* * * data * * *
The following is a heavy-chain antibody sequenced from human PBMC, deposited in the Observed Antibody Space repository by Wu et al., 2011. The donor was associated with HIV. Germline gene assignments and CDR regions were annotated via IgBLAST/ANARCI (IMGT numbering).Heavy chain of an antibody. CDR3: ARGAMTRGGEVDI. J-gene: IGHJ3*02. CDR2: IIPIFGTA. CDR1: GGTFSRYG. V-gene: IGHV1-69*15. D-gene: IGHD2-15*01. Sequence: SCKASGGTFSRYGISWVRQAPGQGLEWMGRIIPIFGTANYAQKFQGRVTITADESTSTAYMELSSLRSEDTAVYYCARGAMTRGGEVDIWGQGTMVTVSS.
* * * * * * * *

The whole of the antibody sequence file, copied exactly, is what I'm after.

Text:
The following is a heavy-chain antibody sequenced from human PBMC, deposited in the Observed Antibody Space repository by Wu et al., 2011. The donor was associated with HIV. Germline gene assignments and CDR regions were annotated via IgBLAST/ANARCI (IMGT numbering).Heavy chain of an antibody. CDR3: ARGAMTRGGEVDI. J-gene: IGHJ3*02. CDR2: IIPIFGTA. CDR1: GGTFSRYG. V-gene: IGHV1-69*15. D-gene: IGHD2-15*01. Sequence: SCKASGGTFSRYGISWVRQAPGQGLEWMGRIIPIFGTANYAQKFQGRVTITADESTSTAYMELSSLRSEDTAVYYCARGAMTRGGEVDIWGQGTMVTVSS.